I’m old-school and still keep a paper map in my top box. But getting a sat nav for my motorcycle has changed the way I ride.
I’m a lot more likely to explore down unknown roads and seek out scenic routes since I don’t have to worry about getting lost.
Knowing where the speed cameras are has also saved me a ticket or two!
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The Garmin Zuma XT is the best motorcycle GPS on the market today.
It has a crystal clear 5″ screen and fast, slick controls.
It comes with lots of useful and innovative features such as landmark navigation and smartphone link.
If you want something a bit cheaper, the TomTom 550 is your best bet.
Not as slick and fully featured as the Garmin but does the basics well, and comes in slightly cheaper.
Motorcycle GPS Brands
Put simply; there are only two brands worth considering: Garmin and TomTom.
Sure, you could adapt a car GPS for your bike – but you’ll encounter problems like it getting activated by raindrops and not being glove-friendly in the slightest.
You could also buy a cheap Chinese unit for your motorcycle. But these cheap sat navs are incredibly unreliable.
Plus, you probably won’t be able to update them, which makes them useless after a year or two.
It’s better to pay more now than repeatedly buy junk.
What to Look For
Navigating on a motorbike instead of a car presents certain challenges, requiring a different set of features in your GPS.
Here’s what you need to focus on:
- Hardware: It must come with a high waterproof rating. Ideally, it has a rugged design, too, for when you inevitably drop it.
- Anti-Glare Screen: The older models for bikes were not very good in the sun. Now both TomTom and Garmin do a reasonable job.
- Glove Friendly: Some sat navs have settings allowing you to change the screen’s sensitivity so it will work better with summer or winter gloves.
- Finds windy routes: A car sat nav will usually look for the fastest route. The best motorcycle ones will have options to help you find the most exhilarating routes.
- Bluetooth: It’s great to have Bluetooth features so you can use your sat nav for things like hands-free calling and listening to music. Some have speakers. Others rely on a Bluetooth headset.
- Battery Life: Look for a battery life of at least 4 hours. The larger the screen and better the resolution, the lower the battery life is going to be.
- Additional Features: You might be able to find cool additional features like fuel consumption planning, tyre pressure monitoring, 3D terrain, helmet law notifications, and more.
A Note About Maps
Just like with car sat navs, you will need to get maps uploaded. Some devices come with lifetime free map updates.
Just pay attention to which maps are included.
If you only buy Western Europe maps, for example, but then want to take a trip to Tunisia, you might have to pay nearly as much for the Tunisia map as you did for the GPS.
Garmin vs. TomTom
Since Garmin and TomTom are the only options worth considering for a motorcycle, I thought I’d do this review a bit differently.
Here’s a breakdown of how the brands compare, plus their top models.
The Garmin Zumo and TomTom Rider lines are designed for motorcycles. So, yes, they are very rugged.
Both have a waterproof rating of IPX7 and will hold up fine in storms.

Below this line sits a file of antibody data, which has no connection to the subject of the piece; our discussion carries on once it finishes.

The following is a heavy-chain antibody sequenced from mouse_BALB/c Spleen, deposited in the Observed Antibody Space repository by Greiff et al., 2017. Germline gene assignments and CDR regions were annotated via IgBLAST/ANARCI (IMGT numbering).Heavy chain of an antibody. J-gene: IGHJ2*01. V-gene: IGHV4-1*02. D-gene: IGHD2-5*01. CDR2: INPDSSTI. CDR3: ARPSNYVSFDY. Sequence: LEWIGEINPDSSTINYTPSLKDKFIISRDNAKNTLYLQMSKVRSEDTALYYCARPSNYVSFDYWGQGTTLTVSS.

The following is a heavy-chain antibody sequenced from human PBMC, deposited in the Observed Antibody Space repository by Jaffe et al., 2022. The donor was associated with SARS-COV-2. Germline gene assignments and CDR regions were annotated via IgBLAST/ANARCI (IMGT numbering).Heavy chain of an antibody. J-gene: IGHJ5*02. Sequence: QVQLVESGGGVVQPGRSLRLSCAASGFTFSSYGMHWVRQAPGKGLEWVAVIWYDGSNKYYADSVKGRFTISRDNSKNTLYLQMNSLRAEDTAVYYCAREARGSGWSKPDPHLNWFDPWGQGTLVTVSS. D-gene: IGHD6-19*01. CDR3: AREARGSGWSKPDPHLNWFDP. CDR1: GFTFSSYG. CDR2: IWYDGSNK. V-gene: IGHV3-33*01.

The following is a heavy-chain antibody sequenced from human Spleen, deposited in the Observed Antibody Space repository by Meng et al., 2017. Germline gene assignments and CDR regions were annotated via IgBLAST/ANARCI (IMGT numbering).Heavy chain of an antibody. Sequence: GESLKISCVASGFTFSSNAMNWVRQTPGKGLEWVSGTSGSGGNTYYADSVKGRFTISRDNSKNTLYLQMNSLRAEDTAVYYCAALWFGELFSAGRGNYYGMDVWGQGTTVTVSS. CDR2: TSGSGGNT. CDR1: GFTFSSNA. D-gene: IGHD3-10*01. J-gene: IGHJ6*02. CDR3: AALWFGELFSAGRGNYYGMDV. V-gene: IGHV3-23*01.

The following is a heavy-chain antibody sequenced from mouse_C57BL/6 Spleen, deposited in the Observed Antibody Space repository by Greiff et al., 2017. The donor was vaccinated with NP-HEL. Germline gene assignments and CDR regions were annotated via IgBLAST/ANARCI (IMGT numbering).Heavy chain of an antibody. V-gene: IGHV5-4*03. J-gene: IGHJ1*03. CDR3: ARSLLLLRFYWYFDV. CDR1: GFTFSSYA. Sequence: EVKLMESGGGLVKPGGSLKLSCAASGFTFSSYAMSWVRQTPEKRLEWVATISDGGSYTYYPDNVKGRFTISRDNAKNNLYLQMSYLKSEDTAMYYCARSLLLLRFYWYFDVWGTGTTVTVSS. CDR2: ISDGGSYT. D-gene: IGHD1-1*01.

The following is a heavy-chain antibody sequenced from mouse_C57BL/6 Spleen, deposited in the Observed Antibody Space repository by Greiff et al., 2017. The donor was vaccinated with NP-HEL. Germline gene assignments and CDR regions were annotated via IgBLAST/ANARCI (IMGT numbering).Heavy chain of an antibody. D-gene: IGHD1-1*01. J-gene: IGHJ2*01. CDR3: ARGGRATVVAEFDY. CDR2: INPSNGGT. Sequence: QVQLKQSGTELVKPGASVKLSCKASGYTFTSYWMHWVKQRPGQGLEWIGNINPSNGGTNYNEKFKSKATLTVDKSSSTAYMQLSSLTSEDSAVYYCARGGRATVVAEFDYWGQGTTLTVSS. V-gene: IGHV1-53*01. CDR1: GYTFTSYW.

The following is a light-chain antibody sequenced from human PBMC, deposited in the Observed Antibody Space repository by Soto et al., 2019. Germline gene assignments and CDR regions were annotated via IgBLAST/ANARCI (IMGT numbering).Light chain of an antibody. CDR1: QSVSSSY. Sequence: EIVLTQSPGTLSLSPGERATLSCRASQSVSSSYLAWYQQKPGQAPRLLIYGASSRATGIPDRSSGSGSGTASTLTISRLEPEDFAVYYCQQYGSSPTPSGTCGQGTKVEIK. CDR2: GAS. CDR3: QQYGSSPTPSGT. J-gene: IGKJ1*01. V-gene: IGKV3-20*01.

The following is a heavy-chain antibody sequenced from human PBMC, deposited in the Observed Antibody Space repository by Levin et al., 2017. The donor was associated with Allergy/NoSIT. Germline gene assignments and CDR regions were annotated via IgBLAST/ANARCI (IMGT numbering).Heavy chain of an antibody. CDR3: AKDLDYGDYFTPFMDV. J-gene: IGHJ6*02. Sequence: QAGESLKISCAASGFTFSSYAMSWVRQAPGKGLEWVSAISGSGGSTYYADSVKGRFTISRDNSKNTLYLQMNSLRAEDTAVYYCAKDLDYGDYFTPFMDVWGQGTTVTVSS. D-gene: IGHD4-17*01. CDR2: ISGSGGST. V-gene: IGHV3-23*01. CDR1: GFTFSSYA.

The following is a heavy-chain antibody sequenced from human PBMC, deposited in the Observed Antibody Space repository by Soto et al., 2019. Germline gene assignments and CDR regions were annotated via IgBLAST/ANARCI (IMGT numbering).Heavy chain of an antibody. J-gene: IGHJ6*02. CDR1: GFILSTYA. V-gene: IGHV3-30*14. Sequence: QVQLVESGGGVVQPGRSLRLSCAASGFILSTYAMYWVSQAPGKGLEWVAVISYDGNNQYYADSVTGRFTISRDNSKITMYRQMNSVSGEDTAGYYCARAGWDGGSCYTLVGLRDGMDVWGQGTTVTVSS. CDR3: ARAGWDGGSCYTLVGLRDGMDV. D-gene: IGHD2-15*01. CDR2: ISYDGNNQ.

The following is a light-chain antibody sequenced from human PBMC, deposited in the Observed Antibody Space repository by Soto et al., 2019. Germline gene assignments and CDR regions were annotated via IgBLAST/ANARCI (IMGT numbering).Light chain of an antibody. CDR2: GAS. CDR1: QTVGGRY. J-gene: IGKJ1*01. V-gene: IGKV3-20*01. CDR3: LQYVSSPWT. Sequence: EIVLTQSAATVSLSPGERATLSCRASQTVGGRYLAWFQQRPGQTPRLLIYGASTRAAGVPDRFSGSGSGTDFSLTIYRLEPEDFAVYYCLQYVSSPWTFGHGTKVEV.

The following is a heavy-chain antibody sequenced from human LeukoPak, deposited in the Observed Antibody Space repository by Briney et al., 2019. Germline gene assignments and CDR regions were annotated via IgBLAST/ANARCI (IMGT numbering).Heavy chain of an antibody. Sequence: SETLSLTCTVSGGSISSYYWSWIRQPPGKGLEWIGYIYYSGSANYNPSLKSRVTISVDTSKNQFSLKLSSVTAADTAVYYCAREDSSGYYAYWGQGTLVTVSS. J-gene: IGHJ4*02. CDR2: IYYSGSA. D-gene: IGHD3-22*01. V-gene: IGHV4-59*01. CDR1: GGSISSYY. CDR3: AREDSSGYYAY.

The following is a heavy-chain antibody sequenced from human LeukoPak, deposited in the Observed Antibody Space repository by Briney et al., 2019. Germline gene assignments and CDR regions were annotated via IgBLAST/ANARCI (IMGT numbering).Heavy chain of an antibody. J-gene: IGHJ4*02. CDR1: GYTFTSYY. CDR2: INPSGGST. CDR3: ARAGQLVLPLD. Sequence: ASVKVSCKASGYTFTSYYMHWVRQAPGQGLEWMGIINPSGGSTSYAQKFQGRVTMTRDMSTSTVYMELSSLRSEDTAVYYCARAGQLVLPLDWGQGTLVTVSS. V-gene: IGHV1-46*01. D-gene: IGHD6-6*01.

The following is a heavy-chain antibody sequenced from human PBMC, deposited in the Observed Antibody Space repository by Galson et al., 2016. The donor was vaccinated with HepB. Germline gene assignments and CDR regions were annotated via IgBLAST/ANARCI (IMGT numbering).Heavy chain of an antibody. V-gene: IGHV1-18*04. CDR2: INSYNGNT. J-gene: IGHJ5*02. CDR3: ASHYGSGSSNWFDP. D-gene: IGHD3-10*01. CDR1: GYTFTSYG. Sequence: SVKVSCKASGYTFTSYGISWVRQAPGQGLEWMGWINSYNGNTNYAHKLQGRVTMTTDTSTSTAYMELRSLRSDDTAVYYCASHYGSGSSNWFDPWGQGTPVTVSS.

Note that only some of the TomTom Rider sat navs include lockable mounts. None of the Garmin Zumo ones have them included.
Not that I’d recommend leaving your sat nav on your bike (even the best lockable mounts can be easily stolen).
But a lockable mount is nice if you need to make a quick run inside and don’t want to remove it.
Both Garmin and TomTom units come preloaded with maps. They both also offer a lifetime of free map updates. I’d recommend updating your maps at least once yearly.
As far as the maps go, Garmin maps seem to be much more detailed and have more points of interest (like petrol stations).
Some Garmin sat navs have “Real Directions,” which will give you directions based on points of interest, such as “turn left after the McDonalds.”
This is pretty handy in unfamiliar territory.
However, TomTom has many more countries. If you want to travel outside of the UK and EU, then TomTom is probably better.
These brands specifically target motorcycle riders and know what they want. You get great route planning tools to help you find the windiest, hilliest, most adventurous roads for your ride.
Garmin has “Adventurous Routing,” which lets you set how many bends and hills you want. It also lets you avoid motorways. The only annoying thing is that this feature is deep in the menu.
TomTom has “Winding Routes” – you can decide if you want the fastest route or a winding route. You can set your “challenge level.”
The TomTom program does a lot better than Garmin at finding windy roads. It will even find remote back roads.
Both products also provide the usual route planning tools, such as warning radars, points of interest, speed limit indicators, sharp curve warnings, the ability to record routes, and other alerts.
The Garmin XT screen is 5.5″ with crystal clear HD and 1280 x 720px resolution. TomTom’s are only 4.3” and 480×272 pixels.
The TomTom screen is still easy to use and read, but Garmin has seriously upped its game with the new Zumo XT screen.
Both TomTom and Garmin let you set the screen’s sensitivity – great for when you are switching from summer to winter gloves.
Pretty much everyone I’ve talked to agrees that TomTom software is easier to use. It scrolls better and is more intuitive to use, especially while on the road.